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  • Writer's pictureLa Voz Latina

Balancing Act the Lives of Working College Students

By: Michelle Calderon 🇸🇻


Student after the Latinx Graduation Ceremony at the Adele H. Stamp Student Union UMD showing off their cap on May 21, 2020. (Alexa Figueroa)


While getting a degree is a full-time job in and of itself, many students have to balance working long hours while pursuing their education. 


The College Student of Employment reported that 40% of undergraduate students worked full-time in 2020, while 74% worked part-time. The data also found that Hispanic undergraduate students worked the most compared to their counterparts. Out of all the full-time working undergraduate students, 43% were Hispanic. 


Many students work to cover their living expenses, avoid accumulating debt and pay their tuition.  They don’t have a strong support system to assist them with the rising cost of living. 


While working during college has some benefits, students struggle to keep up with their classes, grades, and an active social life. Many sacrifice healthy habits like getting a good night's sleep to keep up with their classes and work demands.


Yesenia Garcia-Navarro, an Appalachian State University ‘20 alumna, worked 40-50 hours a week at a fast food restaurant during her junior and senior years. She commends her professors for helping her push through



“During that time, it was pretty difficult. I think it was the fact that I knew I had to keep pushing so If I’m being honest, I didn’t get a lot of sleep,” said Garcia-Navarro.

Garcia-Navarro recalled when she opened up to her professor about her high workload and the stress she was under. 


“There was a time when I worked all night long on a presentation that I had to do,” Garcia-Navarro said. “Literally, from all the way through the night, I stayed in the library to the next morning when I had to go into class… I was on the verge of tears, and it was just really bad… I talked to my professor, and she could just see it on my face. I honestly just started crying in her arms, and you know she was there for me.”


Working over 20 hours a week has detrimental effects on students’ grades. 

“A major factor in determining the positive or negative effects of employment on the academic performance of students is their GPA,” according to a BYU Employment Services study.


Cindy Pontachack, a Towson University ‘20 alumna, managed to maintain good grades by steering clear of procrastination while working well over 20 hours a week her sophomore to senior year. She worked two jobs, a server and babysitter.


“I’m like the opposite of a procrastinator... I was one of those people that as soon as I got assigned something and I knew my schedule was so hectic from working, I immediately got it done.” Pontachack said.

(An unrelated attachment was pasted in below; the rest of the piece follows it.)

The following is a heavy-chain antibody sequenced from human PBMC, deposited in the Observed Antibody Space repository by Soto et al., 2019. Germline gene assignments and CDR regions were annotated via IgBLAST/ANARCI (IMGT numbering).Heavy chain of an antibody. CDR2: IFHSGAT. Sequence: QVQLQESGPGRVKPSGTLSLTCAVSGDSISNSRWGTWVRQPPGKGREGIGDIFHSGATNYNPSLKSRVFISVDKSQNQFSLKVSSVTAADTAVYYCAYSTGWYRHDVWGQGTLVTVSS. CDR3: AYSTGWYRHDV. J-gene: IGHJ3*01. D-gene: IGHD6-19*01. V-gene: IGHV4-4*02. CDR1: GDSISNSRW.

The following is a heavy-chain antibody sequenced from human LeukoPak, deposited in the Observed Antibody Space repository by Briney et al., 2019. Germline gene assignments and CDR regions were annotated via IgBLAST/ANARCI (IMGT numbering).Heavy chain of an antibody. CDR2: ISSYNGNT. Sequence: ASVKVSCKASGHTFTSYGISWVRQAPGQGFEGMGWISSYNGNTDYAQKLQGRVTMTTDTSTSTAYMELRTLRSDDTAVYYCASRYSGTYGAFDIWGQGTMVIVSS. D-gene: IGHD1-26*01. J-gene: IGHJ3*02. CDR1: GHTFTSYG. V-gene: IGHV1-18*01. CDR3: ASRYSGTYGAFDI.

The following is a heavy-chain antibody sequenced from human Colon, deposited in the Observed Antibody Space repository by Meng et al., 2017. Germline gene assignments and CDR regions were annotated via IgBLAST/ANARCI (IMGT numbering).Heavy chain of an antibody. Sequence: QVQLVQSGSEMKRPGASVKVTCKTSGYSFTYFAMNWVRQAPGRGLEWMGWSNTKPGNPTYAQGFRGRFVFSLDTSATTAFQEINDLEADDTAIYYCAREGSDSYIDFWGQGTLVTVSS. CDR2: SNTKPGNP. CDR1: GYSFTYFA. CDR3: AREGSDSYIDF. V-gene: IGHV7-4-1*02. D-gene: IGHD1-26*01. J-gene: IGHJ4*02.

Pontachack also balanced her school assignments by completing them during breaks between her classes.  “ A lot of times when you're in college, you have classes here and there, and then you have gaps in between, and I would spend my gaps doing work,” Pontachack said. 


Aside from bringing challenges to their academics, working also makes it harder for students to have a social life. Weekends are great opportunities to make more money or go to a party. Some students sacrifice socializing for work. 


“I 100%  didn’t party at all the last three years of college… I did sacrifice my social life,” said Pontachack. 


Neglecting your social life and well-being can also have damaging effects. The lack of support increases the potential for mental health issues. 


“A study of 115 university students who had higher social support had lower rates of stress and were well-adjusted to university,” said a scholarly article, “The Role of Sources Of Social Support On Depression and Quality of Life for University Students.” 


There are more positive impacts of working on-campus than an off-campus job for more than 20 hours, according to the BYU Employment Services study. Students have more flexibility, time to work on their studies, and understanding superiors. 


Hannah Schiavone, a University of Maryland‘21, worked 40 hours a week at UMD’s Eppley Recreation Center and commended her boss for helping her prioritize her school assignments by letting her cut down on her hours during busy academic weeks. 


 “I’m very lucky that my boss from my on-campus job really steered us to prioritize school work. I was sacrificing work rather than school.” Schiavone said. 


While working as a student is challenging, students benefit from the freedom of having money, including avoiding student loan debt and getting their foot in the door when the time comes for their first post-grad professional job.


“I was actually able to graduate with no debt. Which is really nice. It 100% did help.” Pontachack said. 


“I went into interviews not scared of any questions cause I had such a wide range of experiences to pull from for answers,” Schiavone said.


Working and getting a degree at the same time can take a toll on someone's grades and social life. Learning to prioritize and communicate with professors about your busy life is important. 


“Try to create a priority list, and if you do have to work full time and be a full-time student at the same time, maybe that’s cutting out some social activities. If you do have social activities, do them when you’re at home, or you can do some self-care with your friends,” said Garcia-Navarro.



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